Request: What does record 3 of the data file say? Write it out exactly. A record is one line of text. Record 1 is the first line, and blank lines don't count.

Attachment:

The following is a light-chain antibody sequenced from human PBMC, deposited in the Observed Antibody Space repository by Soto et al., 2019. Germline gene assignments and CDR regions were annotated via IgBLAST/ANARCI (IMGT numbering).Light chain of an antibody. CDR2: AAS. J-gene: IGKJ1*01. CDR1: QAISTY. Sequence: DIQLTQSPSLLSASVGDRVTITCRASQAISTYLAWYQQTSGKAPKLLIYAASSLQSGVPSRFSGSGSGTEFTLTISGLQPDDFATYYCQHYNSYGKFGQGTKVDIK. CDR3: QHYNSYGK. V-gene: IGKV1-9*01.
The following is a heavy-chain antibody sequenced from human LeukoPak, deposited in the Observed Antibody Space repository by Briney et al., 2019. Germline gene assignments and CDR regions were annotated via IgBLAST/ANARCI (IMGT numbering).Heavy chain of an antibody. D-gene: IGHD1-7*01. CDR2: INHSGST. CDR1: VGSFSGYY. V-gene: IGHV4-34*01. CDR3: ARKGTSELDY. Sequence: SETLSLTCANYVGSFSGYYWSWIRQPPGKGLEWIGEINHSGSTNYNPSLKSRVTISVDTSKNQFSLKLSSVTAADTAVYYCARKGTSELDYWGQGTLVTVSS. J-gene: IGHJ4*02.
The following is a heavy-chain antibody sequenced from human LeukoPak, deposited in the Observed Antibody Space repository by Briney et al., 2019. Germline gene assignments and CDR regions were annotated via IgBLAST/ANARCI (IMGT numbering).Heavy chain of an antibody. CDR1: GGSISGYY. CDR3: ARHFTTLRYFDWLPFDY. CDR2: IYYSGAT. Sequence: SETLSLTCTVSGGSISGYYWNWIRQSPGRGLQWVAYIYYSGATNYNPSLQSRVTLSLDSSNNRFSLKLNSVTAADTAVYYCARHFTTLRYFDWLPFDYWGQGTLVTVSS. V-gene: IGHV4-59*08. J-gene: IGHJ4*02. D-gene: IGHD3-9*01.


The following is a heavy-chain antibody sequenced from human LeukoPak, deposited in the Observed Antibody Space repository by Briney et al., 2019. Germline gene assignments and CDR regions were annotated via IgBLAST/ANARCI (IMGT numbering).Heavy chain of an antibody. CDR1: GGSISGYY. CDR3: ARHFTTLRYFDWLPFDY. CDR2: IYYSGAT. Sequence: SETLSLTCTVSGGSISGYYWNWIRQSPGRGLQWVAYIYYSGATNYNPSLQSRVTLSLDSSNNRFSLKLNSVTAADTAVYYCARHFTTLRYFDWLPFDYWGQGTLVTVSS. V-gene: IGHV4-59*08. J-gene: IGHJ4*02. D-gene: IGHD3-9*01.